CHINA TOPIX

Updated 11:29 AM EDT, Tue, Jun 16, 2020

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Chinese 'Hairy Crab' Poses Threat to Scottish Fish, Conservationists Say

Chinese Mitten Crab

(Photo : animalcrossing.wikia.com)

The invasion of Chinese mitten crab in Scotland poses a serious threat to the salmon and trout fishing rivers, experts said.

Last June, the remains of a Chinese Mitten Crab, also known as "hairy crab", was found in Glasgow’s River Clyde. The Clyde River Foundation's discovery of a single specimen is the first evidence that the invasive species has finally reached the Scottish border.

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Clyde River Foundation catchment manager Willie Yeomans told the media that the discovery of the foreign species poses a potentially significant ecological threat to the Clyde system.

Researchers from Royal Holloway, University of London and the Natural History Museum expressed concern about the enormous environmental risk of the invasive crab species in the area.

"The occurrence of these hairy crabs could have a devastating impact in a Scottish river,” said Dr. David Morritt of the School of Biological Sciences at Royal Holloway.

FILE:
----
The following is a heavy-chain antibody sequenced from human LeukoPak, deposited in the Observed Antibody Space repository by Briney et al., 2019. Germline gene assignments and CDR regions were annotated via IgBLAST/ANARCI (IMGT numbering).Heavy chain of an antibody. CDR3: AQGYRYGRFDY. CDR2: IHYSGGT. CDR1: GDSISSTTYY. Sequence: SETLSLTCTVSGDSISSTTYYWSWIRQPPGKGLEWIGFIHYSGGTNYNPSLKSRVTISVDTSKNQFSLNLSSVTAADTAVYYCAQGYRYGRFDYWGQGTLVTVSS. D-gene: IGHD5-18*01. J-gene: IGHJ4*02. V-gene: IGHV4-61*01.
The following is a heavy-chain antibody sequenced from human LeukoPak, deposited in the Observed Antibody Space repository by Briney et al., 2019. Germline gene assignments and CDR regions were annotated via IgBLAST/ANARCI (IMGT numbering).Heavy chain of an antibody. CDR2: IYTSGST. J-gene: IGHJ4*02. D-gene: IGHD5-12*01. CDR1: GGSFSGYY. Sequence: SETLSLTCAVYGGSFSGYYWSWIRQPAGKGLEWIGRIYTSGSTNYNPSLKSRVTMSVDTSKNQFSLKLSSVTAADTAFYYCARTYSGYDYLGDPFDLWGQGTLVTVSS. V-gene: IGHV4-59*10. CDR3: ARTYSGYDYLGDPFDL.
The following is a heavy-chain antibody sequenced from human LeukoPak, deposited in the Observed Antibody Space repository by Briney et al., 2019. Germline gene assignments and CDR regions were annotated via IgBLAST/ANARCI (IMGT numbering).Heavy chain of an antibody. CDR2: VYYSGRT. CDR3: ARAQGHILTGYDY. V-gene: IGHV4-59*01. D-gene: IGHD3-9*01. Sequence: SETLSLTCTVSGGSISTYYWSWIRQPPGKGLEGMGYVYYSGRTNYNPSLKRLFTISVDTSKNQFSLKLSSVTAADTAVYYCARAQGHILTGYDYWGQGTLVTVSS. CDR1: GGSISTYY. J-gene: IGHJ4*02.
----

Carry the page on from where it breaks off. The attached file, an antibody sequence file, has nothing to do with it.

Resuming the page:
The Natural History Museum Research said the hairy crabs will eat fish eggs if they spread to areas where trout and salmon commonly appear.

The hairy crabs could also cause erosion by damaging riverbanks and impact infrastructure such as dykes when they burrow into them, researchers said.

According to some reports, the crabs, Eriocheir sinensis, have already spread across populated rivers in the United Kingdom, including Thames and Tyne.

The International Union for Conservation of Nature branded the Chinese hairy crab, named after the furry mats covering their claws, as one of the 100 worst alien species in the world.

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